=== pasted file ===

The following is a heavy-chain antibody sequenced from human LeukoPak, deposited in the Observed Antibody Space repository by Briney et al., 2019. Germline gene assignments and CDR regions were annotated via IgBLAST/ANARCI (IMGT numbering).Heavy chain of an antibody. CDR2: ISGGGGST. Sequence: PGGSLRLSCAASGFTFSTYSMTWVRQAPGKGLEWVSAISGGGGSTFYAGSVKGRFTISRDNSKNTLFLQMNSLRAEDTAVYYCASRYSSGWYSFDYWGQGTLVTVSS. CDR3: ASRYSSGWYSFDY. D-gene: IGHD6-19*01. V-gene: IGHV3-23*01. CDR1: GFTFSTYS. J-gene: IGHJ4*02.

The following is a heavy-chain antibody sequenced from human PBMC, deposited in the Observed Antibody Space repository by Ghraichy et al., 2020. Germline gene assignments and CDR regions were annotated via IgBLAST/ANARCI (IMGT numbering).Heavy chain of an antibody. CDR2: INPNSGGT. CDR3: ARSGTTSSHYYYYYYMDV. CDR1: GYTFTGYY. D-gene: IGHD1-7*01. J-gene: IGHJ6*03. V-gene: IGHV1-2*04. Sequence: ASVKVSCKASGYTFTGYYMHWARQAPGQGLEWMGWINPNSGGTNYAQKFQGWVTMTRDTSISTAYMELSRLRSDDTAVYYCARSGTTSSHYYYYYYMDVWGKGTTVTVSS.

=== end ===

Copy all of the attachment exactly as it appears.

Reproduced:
The following is a heavy-chain antibody sequenced from human LeukoPak, deposited in the Observed Antibody Space repository by Briney et al., 2019. Germline gene assignments and CDR regions were annotated via IgBLAST/ANARCI (IMGT numbering).Heavy chain of an antibody. CDR2: ISGGGGST. Sequence: PGGSLRLSCAASGFTFSTYSMTWVRQAPGKGLEWVSAISGGGGSTFYAGSVKGRFTISRDNSKNTLFLQMNSLRAEDTAVYYCASRYSSGWYSFDYWGQGTLVTVSS. CDR3: ASRYSSGWYSFDY. D-gene: IGHD6-19*01. V-gene: IGHV3-23*01. CDR1: GFTFSTYS. J-gene: IGHJ4*02.

The following is a heavy-chain antibody sequenced from human PBMC, deposited in the Observed Antibody Space repository by Ghraichy et al., 2020. Germline gene assignments and CDR regions were annotated via IgBLAST/ANARCI (IMGT numbering).Heavy chain of an antibody. CDR2: INPNSGGT. CDR3: ARSGTTSSHYYYYYYMDV. CDR1: GYTFTGYY. D-gene: IGHD1-7*01. J-gene: IGHJ6*03. V-gene: IGHV1-2*04. Sequence: ASVKVSCKASGYTFTGYYMHWARQAPGQGLEWMGWINPNSGGTNYAQKFQGWVTMTRDTSISTAYMELSRLRSDDTAVYYCARSGTTSSHYYYYYYMDVWGKGTTVTVSS.